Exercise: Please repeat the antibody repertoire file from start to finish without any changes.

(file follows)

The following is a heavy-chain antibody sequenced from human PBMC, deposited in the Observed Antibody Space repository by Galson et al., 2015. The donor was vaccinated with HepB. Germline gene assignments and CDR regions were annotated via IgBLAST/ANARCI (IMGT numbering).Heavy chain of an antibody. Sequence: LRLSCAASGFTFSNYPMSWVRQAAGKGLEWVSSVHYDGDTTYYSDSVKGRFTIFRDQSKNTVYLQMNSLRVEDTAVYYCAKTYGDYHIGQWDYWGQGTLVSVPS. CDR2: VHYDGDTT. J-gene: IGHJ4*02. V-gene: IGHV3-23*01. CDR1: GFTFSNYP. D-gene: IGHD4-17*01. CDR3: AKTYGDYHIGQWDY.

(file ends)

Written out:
The following is a heavy-chain antibody sequenced from human PBMC, deposited in the Observed Antibody Space repository by Galson et al., 2015. The donor was vaccinated with HepB. Germline gene assignments and CDR regions were annotated via IgBLAST/ANARCI (IMGT numbering).Heavy chain of an antibody. Sequence: LRLSCAASGFTFSNYPMSWVRQAAGKGLEWVSSVHYDGDTTYYSDSVKGRFTIFRDQSKNTVYLQMNSLRVEDTAVYYCAKTYGDYHIGQWDYWGQGTLVSVPS. CDR2: VHYDGDTT. J-gene: IGHJ4*02. V-gene: IGHV3-23*01. CDR1: GFTFSNYP. D-gene: IGHD4-17*01. CDR3: AKTYGDYHIGQWDY.